Planners take long game when addressing housing shortages
By Carolyn Shapiro
A lab analyst for Bionique Testing Laboratories in Saranac Lake recently quit after a year on the job. A primary reason: He couldn’t find a decent place to live.
Bionique, which specializes in mycoplasma analysis for the pharmaceutical industry’s development of new drugs, has expanded its workforce from 30 people three years ago to an expected 50 by the end of this year, said Gladis Zamparo, the company’s CEO. But it’s hampered by an impenetrable housing market across the region. Rentals and homes are scarce and prices—reflecting that limited supply–are staggering.
For the senior management candidates Bionique wants to hire, it struggles to offer a competitive relocation package that includes a housing option, Zamparo said. On the other end of the experience spectrum, recent college graduates that Bionique brings on will exit their campus housing with nowhere else to go. Employees often end up commuting an hour or more to work.
“We’re looking to grow,” Zamparo said, “but one of the biggest challenges that our new employees highlight is really the difficulty of finding long-term housing.”
Across the Adirondack Park, the needs of workers and their families have motivated regional community organizations to move housing to the top of their priority lists. They are scrambling to address at least some of the multifaceted challenges causing the most severe nationwide housing crunch in history.
In the park, it stems from a combination of factors: a stagnant supply of new houses and apartments; an aging residential stock with many properties uninhabitable or too dilapidated to sell; increased demand from people wanting to move to the area from more expensive cities; and the influx of investors turning apartments and houses into more lucrative short-term rentals, driving up market prices.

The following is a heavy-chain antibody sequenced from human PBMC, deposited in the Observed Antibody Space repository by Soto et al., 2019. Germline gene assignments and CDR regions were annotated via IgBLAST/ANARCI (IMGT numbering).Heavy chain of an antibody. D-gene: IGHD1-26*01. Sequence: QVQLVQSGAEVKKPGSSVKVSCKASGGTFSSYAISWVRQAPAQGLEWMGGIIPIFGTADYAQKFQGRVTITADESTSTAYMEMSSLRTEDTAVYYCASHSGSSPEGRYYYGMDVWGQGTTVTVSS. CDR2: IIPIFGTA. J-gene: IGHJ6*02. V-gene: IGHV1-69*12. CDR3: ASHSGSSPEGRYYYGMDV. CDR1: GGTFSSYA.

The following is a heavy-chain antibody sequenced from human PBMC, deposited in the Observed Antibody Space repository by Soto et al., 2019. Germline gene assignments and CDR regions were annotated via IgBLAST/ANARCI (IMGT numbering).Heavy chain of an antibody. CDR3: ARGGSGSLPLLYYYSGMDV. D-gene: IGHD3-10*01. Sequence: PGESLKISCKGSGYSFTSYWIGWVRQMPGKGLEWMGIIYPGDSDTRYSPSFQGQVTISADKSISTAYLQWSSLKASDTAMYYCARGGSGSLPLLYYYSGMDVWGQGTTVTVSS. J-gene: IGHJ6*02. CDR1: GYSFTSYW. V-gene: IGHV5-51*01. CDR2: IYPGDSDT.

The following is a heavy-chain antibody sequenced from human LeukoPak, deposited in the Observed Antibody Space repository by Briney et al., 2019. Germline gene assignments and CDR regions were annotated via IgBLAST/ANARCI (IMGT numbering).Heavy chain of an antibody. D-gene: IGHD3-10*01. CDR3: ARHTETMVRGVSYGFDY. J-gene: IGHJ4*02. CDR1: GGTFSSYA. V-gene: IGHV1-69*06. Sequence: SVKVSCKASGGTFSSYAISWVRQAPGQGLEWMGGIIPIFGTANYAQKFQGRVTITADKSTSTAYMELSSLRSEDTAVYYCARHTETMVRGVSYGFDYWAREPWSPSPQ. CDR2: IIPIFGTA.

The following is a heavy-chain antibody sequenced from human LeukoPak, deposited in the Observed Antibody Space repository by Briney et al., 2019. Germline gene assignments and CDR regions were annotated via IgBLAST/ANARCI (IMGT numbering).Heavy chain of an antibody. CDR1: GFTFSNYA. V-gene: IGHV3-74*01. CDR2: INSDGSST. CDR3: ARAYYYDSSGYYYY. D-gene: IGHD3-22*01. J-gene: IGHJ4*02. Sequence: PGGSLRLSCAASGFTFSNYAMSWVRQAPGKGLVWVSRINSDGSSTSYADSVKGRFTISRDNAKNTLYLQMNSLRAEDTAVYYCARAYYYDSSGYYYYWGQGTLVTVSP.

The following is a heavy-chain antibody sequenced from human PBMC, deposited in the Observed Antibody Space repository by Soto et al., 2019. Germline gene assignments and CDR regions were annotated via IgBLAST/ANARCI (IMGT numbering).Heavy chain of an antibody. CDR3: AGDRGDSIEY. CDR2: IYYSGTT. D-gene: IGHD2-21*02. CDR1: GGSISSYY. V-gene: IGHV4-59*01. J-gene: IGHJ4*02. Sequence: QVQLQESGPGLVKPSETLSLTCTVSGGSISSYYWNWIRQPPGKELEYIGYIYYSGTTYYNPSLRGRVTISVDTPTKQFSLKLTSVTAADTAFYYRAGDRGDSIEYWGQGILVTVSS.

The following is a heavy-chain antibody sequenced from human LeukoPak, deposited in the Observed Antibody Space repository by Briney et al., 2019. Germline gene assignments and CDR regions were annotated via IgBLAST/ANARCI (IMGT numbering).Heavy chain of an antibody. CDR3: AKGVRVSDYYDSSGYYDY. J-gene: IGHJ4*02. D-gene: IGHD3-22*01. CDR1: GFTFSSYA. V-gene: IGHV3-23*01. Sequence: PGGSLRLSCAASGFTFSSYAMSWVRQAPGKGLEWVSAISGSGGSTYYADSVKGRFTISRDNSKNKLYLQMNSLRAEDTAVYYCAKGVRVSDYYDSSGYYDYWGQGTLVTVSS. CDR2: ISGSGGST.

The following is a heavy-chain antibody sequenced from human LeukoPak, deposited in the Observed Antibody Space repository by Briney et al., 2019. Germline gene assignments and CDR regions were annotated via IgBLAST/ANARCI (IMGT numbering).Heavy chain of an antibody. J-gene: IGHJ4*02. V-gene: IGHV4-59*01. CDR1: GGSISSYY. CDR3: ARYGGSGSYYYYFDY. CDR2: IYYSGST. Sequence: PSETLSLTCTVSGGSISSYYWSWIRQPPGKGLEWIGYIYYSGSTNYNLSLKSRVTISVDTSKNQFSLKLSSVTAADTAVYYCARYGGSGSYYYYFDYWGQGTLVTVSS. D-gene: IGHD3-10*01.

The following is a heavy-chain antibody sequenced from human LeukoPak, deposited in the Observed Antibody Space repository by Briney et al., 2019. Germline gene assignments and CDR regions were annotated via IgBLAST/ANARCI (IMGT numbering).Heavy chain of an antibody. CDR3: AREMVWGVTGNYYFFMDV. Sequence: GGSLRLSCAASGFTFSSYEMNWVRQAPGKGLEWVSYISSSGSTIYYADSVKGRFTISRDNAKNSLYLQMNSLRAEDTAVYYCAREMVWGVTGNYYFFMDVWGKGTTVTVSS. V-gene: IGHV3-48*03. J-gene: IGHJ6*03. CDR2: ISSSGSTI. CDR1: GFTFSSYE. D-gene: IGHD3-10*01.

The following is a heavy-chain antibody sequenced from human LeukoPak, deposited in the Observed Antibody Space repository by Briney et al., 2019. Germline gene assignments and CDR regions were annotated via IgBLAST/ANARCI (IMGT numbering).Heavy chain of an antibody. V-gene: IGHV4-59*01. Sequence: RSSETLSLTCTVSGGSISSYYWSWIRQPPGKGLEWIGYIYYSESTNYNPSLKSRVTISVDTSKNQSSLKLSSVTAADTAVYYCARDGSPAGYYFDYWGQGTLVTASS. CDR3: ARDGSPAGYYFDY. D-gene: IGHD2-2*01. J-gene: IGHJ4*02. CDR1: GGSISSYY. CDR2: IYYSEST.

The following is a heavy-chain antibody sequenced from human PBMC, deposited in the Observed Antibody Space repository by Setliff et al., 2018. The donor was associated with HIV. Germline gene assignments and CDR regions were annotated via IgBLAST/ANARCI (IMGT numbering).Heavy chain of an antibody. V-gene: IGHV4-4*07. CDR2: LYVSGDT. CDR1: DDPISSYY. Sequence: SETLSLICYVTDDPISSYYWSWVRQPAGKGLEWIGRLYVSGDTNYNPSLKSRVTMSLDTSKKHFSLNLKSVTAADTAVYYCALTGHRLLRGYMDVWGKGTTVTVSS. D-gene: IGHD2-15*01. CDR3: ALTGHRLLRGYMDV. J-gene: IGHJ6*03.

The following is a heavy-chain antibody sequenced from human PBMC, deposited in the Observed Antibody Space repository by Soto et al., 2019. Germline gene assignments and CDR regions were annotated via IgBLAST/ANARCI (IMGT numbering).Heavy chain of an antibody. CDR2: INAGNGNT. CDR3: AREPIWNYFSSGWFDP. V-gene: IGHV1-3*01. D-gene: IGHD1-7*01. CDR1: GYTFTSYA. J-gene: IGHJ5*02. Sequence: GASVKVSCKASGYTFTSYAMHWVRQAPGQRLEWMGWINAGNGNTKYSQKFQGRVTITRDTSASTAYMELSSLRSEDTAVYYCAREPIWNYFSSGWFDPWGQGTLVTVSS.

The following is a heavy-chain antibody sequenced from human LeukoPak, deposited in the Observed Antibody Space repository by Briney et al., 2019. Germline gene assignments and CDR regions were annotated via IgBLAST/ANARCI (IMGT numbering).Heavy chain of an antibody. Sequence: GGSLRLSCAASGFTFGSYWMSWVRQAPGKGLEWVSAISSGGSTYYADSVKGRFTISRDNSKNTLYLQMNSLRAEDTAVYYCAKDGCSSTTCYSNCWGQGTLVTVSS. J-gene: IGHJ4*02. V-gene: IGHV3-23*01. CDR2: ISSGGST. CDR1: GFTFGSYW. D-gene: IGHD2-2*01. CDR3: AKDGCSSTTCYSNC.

None of the solutions on drawing boards will emerge overnight—or even in the next year. Each fills a piece of the complicated housing puzzle. All, though, have the goal of reshaping the residential housing landscape in a way that helps their communities prosper.
ADKAction has been gathering community leaders to talk about creating an Adirondack land bank. Land banks are nonprofit organizations created by, and sometimes operated by, local governments and given the authority to acquire foreclosed, tax-delinquent properties that often are dilapidated and vacant.
The land bank buys the property cheap, renovates it and sells it—returning it to the tax rolls. It usually costs between $50,000 and $100,000, said ADKAction board member Buck Bobbin.
The result is “the same kind of property that it was but much nicer and much higher value. It conforms with the neighborhood that was always there,” Bobbin said. “It is added to the high-quality housing stock.”
Since 2011, the state Legislature has authorized 35 slots for land banks, and more than two dozen have been created. To create one, an entity with foreclosure authority needs to apply to the state’s Empire State Development Corp. for consideration.
Buyers are desperate for affordable houses, and a land bank would provide some. Bobbin envisions each municipality paying into the land bank initially. Once properties are renovated and sold, the land bank uses the profit and the additional tax revenue as a self-sustaining fund, he said.
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Pictured here: Community leaders hope Fawn Valley, a housing development in Lake Placid, will take some of the crunch out of the local market. Photo by Mike Lynch
The Mohawk Valley Land Bank—covering multiple counties and a few cities—could serve as a model, Bobbin said. “They’ve had remarkable success in creating durable housing units for working folks,” he said.
ADKAction seeks to build consensus among communities with different needs and goals to create one or more land banks, Bobbin said.